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I have coveted no man's silver or gold. Acts xx. 33.
Thou shalt not covet. Rom. xii. 9.
If any man that is called a brother, be covetous or an idolater,

with such an one no not to eat. ' 1 Cor. v. 11. Neither thieves nor covetous shall inherit the kingdom of God.

I Cor. vi. 10. Al uncleanness, or covetousness, let it not be once named

among you, as becometh saints. Eph. v. 3. No covetous man, who is an idolater, hath any inheritance in

the kingdom of Christ and of God. Eph. v. 5. Mortify your members, &c., inordinate affection, evil concupis

cence, and covetousness, which is idolatry. Col. iii. 5. In the last times men shall be covetous, proud, having a form

of godliness, but denying the power thereof. 2 Tim. iii. 2. 5. Let your conversation be without covetousness. Heb. xiii. 5. Every man is tempted when he is drawn away of his own lust,

and enticed: Then, when lust hath conceived, it bringeth forth sin: and sin, when it is finished, bringeth forth death.

James i. 14, 15. If ye have bitter envying and strife in your hearts, glory not.

James iii. 14. The lust of the flesh, and the lust of the eyes, and the pride of

life, is not of the Father, but is of the world. 1 John ii. 16. What instances have we, in Scripture, of the evil consequences

of indulging covetousness? Eve coveted the fruit of the tree, and then took it. Gen. üi. 6. Achan's sin began by coveting. Josh. vii. 20, 21. Saul's covetousness led him to fly on the spoil of the Amalek

ites, which was forbidden. 1 Sam. xv. 9. David's coveting Uriah's wife led him to adultery and murder.

2 Sam. xi. 24. Ahab's covetousness led him to the murder of Naboth. 1 Kings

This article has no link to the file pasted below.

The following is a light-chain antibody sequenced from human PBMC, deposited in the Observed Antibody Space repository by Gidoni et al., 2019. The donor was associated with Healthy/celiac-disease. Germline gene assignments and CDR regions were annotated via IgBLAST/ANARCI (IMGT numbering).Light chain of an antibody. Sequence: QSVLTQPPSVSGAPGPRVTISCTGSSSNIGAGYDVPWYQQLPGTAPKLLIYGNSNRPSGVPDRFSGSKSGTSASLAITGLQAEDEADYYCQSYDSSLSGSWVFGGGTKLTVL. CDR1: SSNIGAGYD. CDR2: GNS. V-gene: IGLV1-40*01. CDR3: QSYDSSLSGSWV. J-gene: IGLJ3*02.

xxi. 4–16. Gehazi coveted the present Naaman brought for his master, and

then obtained it by a lie. 2 Kings v. 20. The young man who could not part with his possessions to fol.

low Christ. Matt. xix. 21. Judas's covetousness led him to betray his Master. Matt. xxvi. 15. Balaam loved the wages of unrighteousness, which caused him

to go to curse the Lord's people. 2 Pet. ii. 15. Lot is the only child of God on record in the Scripture who was

guilty of this sin. It led him to choose his residence in wicked Sodom. Gen. xii. 10.

We ought to be content with such things as God gives us, who provides for us with fatherly care, and will withhold nothing but what would, in some way or other, he injurious to us. Neither murmur ye, as some of them also murmured, and were

destroyed of the destroyer. 1 Cor. x. 10. I have learned, in whatsoever state I am, therewith to be con

tent. Phil. iv. 11. Godliness with contentment, is great gain. For we brought

nothing into this world, and it is certain we can carry nothing out; and having food and raiment, let us be therewith content. But they that will be rich, fall into temptation and a snare. For the love of money is the root of all evil: which, while some coveted after, they have erred from the faith, and pierced

themselves through with many sorrows. 1 Tim. vi. 6—10. Be content with such things as ye have. Heb. xiii. 5.

We are forbidden to envy the advantages of others, so as to make us dissatisfied with the mercies bestowed on ourselves, and lead us to sinful methods of procuring what may appear a more agreeable situation.

Discontent implies, that God has not chosen so well for us, as we could have done for ourselves : and, that we have not all we deserve to have: a discontented man would be so, whatever situation he was in. Do not all sins proceed from the corrupt principles of man's

heart? Yes, so our Lord teaches. From within, out of the heart of man, proceed evil thoughts,

-covetousness, &c. Mark vii. 21, 22. They conceive mischief, and bring forth iniquity. Isa. lix. 4.

Most men deceive themselves, by fancying, that, if they refrain from gross violations of the law, they are in a safe state : therefore, to strike at the root of disobedience, we have this commandment.

The poorest person, who is contented with his station, is far more happy than a rich man, who covets what he does not yet possess.

Thank God for what you already enjoy, and think how much less comfortable your situation would have been, if he had dealt with you after your deservings. Let not your desires wander after forbidden objects. Keep your heart with all diligence, Prov. iv. 23; and pray Create in me a clean heart, Ps. li. 10; and Incline not my heart to covetousness. Ps. cxix. 36. Collect for St. Matthew's day:—Grant us grace to forsake all covetous desires, and inordinate love of riches, and to follow the same thy Son Jesus Christ.